Consumers might not like the trend among insurance carriers to control costs and reduce premiums by narrowing their choices of doctors and hospitals, but it's one of the few tools that payers have left.
Under the Affordable Care Act, insurers can't cut costs by discriminating against people with pre-existing conditions. They can't offer spare coverage because health care reform mandates minimum essential elements.
Instead, insurers or payers are turning to narrow or "high value" networks to reduce escalating health care costs. The narrow network gives insurers greater leverage in negotiating prices with providers.
Insurance plans save money by signing contracts with providers who charge lower prices and have the best health outcomes. They can use this guaranteed supply of patients to negotiate even lower prices from doctors and hospitals.
United Healthcare, the largest Medicare provider in the country, said it is reducing its Medicare physician network in the Denver market — letters went out last week telling customers they might need to select a new physician.
Many of the physicians being dropped from the network see relatively few Medicare plan members, said Dr. Robert Beauchamp, United Healthcare's senior medical director for Colorado.
The reduction amounts to less than 1 percent of its 7,600-plus Medicare Advantage network in Colorado, he said.
"What we're trying to do at United is to work more closely and collaboratively with a more focused group of physicians," Beauchamp said. "We regret the inconvenience to consumers. But gone are the days when insurance companies just pay claims."
Consumers who signed up for silver or bronze plans on exchanges under the new health care law have found that insurers limited the networks of doctors and hospitals. Many employer-sponsored plans are doing the same.
"The negative with narrow networks is that patients are losing their doctors," said Greeley physician Richard Budensiek, head of the Colorado Academy of Family Physicians. "One of the most important predictors of patient outcomes is a continuing patient-physician relationship built on trust."
Pat Swenson of Lakewood said she agonized over the decision when her employer offered a choice between a managed-care plan and a more expensive broad-network plan. She weighed the savings, almost $100 a month, against keeping her family doctor of 14 years.
"I'm pretty healthy," she said, "so I had to go with saving money. It didn't feel great."
Health insurance plans that place limits on what doctors and hospitals are available to members do so by either not paying for services out of network or by charging higher co-payments for providers who aren't preferred.
A July report by the actuarial firm Milliman for America's Health Insurance Plans found that smaller networks resulted in costs savings that led to premium reductions of 5 percent to 20 percent when compared with broad network plans.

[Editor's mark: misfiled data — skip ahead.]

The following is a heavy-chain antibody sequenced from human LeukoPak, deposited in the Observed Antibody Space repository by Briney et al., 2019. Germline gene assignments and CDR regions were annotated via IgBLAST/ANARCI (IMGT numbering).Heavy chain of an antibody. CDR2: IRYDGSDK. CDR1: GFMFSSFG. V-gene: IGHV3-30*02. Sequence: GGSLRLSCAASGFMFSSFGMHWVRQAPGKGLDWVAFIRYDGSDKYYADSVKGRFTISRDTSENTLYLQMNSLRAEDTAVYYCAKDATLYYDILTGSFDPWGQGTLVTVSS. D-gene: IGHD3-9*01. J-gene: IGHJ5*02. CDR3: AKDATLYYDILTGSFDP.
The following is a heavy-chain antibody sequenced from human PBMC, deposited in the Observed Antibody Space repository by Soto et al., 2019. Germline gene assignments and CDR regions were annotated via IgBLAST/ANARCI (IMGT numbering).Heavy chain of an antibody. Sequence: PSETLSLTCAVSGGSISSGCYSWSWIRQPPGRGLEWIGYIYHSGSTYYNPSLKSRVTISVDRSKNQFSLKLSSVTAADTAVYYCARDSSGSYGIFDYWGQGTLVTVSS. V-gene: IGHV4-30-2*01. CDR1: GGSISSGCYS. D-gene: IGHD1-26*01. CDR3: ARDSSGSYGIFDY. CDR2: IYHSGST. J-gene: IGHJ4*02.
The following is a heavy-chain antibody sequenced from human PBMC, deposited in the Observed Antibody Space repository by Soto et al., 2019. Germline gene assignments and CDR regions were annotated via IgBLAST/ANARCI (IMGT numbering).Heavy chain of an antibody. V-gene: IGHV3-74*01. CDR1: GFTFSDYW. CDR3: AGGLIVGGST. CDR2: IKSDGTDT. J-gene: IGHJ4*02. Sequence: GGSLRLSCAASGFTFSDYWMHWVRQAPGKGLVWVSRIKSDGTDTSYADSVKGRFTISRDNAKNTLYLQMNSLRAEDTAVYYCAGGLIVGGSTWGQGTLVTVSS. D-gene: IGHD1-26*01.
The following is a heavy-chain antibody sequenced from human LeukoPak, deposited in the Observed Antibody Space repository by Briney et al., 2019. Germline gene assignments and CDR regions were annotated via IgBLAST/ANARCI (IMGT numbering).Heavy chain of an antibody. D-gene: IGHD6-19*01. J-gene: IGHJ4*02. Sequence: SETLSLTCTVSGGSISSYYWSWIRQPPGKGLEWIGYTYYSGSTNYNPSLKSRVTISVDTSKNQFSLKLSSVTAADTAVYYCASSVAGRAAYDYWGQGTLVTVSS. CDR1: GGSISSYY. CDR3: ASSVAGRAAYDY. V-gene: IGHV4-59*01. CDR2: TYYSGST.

"We don't like the term 'narrow' network," said Tim Giess, Aetna's vice president of network management for Colorado.
He calls Aetna's networks "patient-centered medical home environments" in which primary care physicians are medical "quarterbacks" who follow up with patients and any specialists to ensure the highest quality of care.
Insurance carriers are trying to evolve away from a fee-for-service system that didn't track a patient's care toward a quality measure such as patient satisfaction, industry executives said.
Providers may accept discounted fees in exchange for greater access to patients covered by the health plans or for more electronic record-keeping and information sharing. Some agree to share in the expected cost savings from more integrated and comprehensive care of patients.
Insurance carriers can offer a range of incentives for providers who agree to a greater degree of accountability, said Ruth Benton, chief executive for New West Physicians, a large group in most networks.
"The only way insurers can lower costs is to narrow their networks to high-performing physicians," Benton said. "I think it's going in the right direction."
Nationwide, among all employer-based plans, 23 percent were so-called narrow networks by 2012, up from 15 percent in 2007, according to a Kaiser Family Foundation study from last year.
Denver Health Medical Plan, on the other hand, is bucking the trend. In order to better compete, the Denver Health system has offered plans that allow members to go outside its system to access the University of Colorado Hospital and Children's Hospital Colorado.
"It made our plan more competitive," said Laurie Goss, Denver Health's director of marketing and commercial products.
Division of Insurance spokesman Vince Plymell said the state is evaluating the adequacy of carriers' proposed networks for 2015 under federal and state guidelines.
Colorado requires that plans demonstrate their network can provide access to care "without unreasonable delay" and allow insurers to set patient-provider ratios according to "reasonable criteria," a subjective and flexible standard, says The Center on Health Insurance Reforms at Georgetown University.
Colorado also requires that insurers whose networks don't meet a patient's needs allow the patient to obtain care out of the network at the in-network price, the center reports.
Consumer Health Initiative policy analyst Matt Valeta said the insurance industry's use of network size to control costs is a good tool.
"It makes a difference," Valeta said. "But consumers need to have transparency upfront about who and what is available in their plans."